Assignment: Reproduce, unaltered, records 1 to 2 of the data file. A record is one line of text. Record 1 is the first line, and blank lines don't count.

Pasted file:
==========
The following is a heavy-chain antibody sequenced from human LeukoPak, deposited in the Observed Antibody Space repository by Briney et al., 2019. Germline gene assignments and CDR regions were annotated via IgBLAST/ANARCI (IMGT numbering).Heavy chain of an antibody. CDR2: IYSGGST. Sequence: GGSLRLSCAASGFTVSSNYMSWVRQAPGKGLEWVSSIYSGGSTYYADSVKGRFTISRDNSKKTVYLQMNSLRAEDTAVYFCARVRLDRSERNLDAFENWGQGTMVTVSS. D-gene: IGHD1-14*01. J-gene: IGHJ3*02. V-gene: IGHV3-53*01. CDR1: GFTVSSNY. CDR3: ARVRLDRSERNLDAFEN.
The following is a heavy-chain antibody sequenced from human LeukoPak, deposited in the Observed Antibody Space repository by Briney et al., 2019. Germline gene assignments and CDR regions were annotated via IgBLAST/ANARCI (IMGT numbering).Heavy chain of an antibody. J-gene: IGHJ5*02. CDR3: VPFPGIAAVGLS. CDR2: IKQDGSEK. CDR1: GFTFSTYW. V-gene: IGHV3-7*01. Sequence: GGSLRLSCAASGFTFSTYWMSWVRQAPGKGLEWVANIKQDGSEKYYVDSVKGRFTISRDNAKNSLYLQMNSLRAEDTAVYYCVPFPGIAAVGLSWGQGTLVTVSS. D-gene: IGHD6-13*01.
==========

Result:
The following is a heavy-chain antibody sequenced from human LeukoPak, deposited in the Observed Antibody Space repository by Briney et al., 2019. Germline gene assignments and CDR regions were annotated via IgBLAST/ANARCI (IMGT numbering).Heavy chain of an antibody. CDR2: IYSGGST. Sequence: GGSLRLSCAASGFTVSSNYMSWVRQAPGKGLEWVSSIYSGGSTYYADSVKGRFTISRDNSKKTVYLQMNSLRAEDTAVYFCARVRLDRSERNLDAFENWGQGTMVTVSS. D-gene: IGHD1-14*01. J-gene: IGHJ3*02. V-gene: IGHV3-53*01. CDR1: GFTVSSNY. CDR3: ARVRLDRSERNLDAFEN.
The following is a heavy-chain antibody sequenced from human LeukoPak, deposited in the Observed Antibody Space repository by Briney et al., 2019. Germline gene assignments and CDR regions were annotated via IgBLAST/ANARCI (IMGT numbering).Heavy chain of an antibody. J-gene: IGHJ5*02. CDR3: VPFPGIAAVGLS. CDR2: IKQDGSEK. CDR1: GFTFSTYW. V-gene: IGHV3-7*01. Sequence: GGSLRLSCAASGFTFSTYWMSWVRQAPGKGLEWVANIKQDGSEKYYVDSVKGRFTISRDNAKNSLYLQMNSLRAEDTAVYYCVPFPGIAAVGLSWGQGTLVTVSS. D-gene: IGHD6-13*01.